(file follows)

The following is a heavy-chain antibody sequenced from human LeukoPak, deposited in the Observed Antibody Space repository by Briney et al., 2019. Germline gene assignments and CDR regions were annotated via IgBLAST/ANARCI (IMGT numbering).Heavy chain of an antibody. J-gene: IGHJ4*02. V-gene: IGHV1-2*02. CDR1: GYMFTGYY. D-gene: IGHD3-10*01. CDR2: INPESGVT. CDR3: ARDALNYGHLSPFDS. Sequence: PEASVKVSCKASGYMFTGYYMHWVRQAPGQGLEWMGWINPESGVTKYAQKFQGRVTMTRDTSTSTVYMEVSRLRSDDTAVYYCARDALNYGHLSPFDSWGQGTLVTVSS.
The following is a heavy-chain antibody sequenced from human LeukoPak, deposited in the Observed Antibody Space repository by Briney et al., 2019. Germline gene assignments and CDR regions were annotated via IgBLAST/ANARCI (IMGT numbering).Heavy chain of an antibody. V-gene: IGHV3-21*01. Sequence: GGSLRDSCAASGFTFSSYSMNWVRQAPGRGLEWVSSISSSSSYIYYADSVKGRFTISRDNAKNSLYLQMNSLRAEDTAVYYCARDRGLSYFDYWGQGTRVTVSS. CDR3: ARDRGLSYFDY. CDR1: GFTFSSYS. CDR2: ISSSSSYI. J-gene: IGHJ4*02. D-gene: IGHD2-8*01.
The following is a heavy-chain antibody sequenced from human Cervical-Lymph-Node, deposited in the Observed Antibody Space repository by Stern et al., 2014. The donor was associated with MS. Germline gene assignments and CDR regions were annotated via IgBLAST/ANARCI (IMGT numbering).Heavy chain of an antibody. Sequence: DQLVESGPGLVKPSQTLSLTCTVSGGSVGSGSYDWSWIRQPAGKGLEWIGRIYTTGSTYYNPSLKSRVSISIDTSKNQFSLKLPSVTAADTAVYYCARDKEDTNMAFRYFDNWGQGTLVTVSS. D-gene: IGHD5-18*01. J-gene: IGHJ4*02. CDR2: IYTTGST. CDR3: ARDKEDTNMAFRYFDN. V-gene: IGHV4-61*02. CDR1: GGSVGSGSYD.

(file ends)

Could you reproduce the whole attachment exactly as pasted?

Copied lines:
The following is a heavy-chain antibody sequenced from human LeukoPak, deposited in the Observed Antibody Space repository by Briney et al., 2019. Germline gene assignments and CDR regions were annotated via IgBLAST/ANARCI (IMGT numbering).Heavy chain of an antibody. J-gene: IGHJ4*02. V-gene: IGHV1-2*02. CDR1: GYMFTGYY. D-gene: IGHD3-10*01. CDR2: INPESGVT. CDR3: ARDALNYGHLSPFDS. Sequence: PEASVKVSCKASGYMFTGYYMHWVRQAPGQGLEWMGWINPESGVTKYAQKFQGRVTMTRDTSTSTVYMEVSRLRSDDTAVYYCARDALNYGHLSPFDSWGQGTLVTVSS.
The following is a heavy-chain antibody sequenced from human LeukoPak, deposited in the Observed Antibody Space repository by Briney et al., 2019. Germline gene assignments and CDR regions were annotated via IgBLAST/ANARCI (IMGT numbering).Heavy chain of an antibody. V-gene: IGHV3-21*01. Sequence: GGSLRDSCAASGFTFSSYSMNWVRQAPGRGLEWVSSISSSSSYIYYADSVKGRFTISRDNAKNSLYLQMNSLRAEDTAVYYCARDRGLSYFDYWGQGTRVTVSS. CDR3: ARDRGLSYFDY. CDR1: GFTFSSYS. CDR2: ISSSSSYI. J-gene: IGHJ4*02. D-gene: IGHD2-8*01.
The following is a heavy-chain antibody sequenced from human Cervical-Lymph-Node, deposited in the Observed Antibody Space repository by Stern et al., 2014. The donor was associated with MS. Germline gene assignments and CDR regions were annotated via IgBLAST/ANARCI (IMGT numbering).Heavy chain of an antibody. Sequence: DQLVESGPGLVKPSQTLSLTCTVSGGSVGSGSYDWSWIRQPAGKGLEWIGRIYTTGSTYYNPSLKSRVSISIDTSKNQFSLKLPSVTAADTAVYYCARDKEDTNMAFRYFDNWGQGTLVTVSS. D-gene: IGHD5-18*01. J-gene: IGHJ4*02. CDR2: IYTTGST. CDR3: ARDKEDTNMAFRYFDN. V-gene: IGHV4-61*02. CDR1: GGSVGSGSYD.